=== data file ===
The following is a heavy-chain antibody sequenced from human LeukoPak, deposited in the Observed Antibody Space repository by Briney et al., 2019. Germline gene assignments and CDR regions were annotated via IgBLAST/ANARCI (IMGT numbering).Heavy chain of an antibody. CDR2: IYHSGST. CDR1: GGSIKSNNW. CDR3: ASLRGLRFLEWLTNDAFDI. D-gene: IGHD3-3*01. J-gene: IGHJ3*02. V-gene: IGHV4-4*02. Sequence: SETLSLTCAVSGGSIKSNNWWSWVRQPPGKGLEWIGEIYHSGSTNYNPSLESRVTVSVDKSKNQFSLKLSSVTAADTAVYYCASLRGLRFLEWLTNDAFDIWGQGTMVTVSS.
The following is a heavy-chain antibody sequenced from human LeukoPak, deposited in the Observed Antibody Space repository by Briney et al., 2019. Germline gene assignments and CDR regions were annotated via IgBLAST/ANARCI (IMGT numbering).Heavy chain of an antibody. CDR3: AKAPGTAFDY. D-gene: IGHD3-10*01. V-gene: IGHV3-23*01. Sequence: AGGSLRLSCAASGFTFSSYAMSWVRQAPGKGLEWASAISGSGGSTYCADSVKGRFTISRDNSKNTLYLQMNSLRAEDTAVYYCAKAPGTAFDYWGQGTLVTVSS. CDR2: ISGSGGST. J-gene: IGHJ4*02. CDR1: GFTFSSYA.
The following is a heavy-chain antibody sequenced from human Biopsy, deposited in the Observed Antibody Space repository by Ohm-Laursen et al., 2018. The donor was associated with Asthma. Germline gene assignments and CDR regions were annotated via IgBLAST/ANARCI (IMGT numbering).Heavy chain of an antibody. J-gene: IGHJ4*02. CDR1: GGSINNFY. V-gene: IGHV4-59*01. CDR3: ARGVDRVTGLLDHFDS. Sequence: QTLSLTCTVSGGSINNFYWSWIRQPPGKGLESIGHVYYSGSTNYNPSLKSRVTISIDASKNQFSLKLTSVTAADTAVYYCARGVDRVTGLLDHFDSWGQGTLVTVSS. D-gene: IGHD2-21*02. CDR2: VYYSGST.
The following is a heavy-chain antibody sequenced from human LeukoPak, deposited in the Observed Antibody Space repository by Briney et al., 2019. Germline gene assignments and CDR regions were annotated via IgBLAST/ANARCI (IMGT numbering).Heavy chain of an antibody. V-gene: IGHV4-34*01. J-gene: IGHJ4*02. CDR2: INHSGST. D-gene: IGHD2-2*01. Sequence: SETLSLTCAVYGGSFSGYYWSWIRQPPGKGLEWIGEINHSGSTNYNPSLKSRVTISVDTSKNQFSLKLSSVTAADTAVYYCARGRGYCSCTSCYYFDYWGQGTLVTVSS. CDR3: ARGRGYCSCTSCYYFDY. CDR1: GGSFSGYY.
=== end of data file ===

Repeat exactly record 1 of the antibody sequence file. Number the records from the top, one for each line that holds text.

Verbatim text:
The following is a heavy-chain antibody sequenced from human LeukoPak, deposited in the Observed Antibody Space repository by Briney et al., 2019. Germline gene assignments and CDR regions were annotated via IgBLAST/ANARCI (IMGT numbering).Heavy chain of an antibody. CDR2: IYHSGST. CDR1: GGSIKSNNW. CDR3: ASLRGLRFLEWLTNDAFDI. D-gene: IGHD3-3*01. J-gene: IGHJ3*02. V-gene: IGHV4-4*02. Sequence: SETLSLTCAVSGGSIKSNNWWSWVRQPPGKGLEWIGEIYHSGSTNYNPSLESRVTVSVDKSKNQFSLKLSSVTAADTAVYYCASLRGLRFLEWLTNDAFDIWGQGTMVTVSS.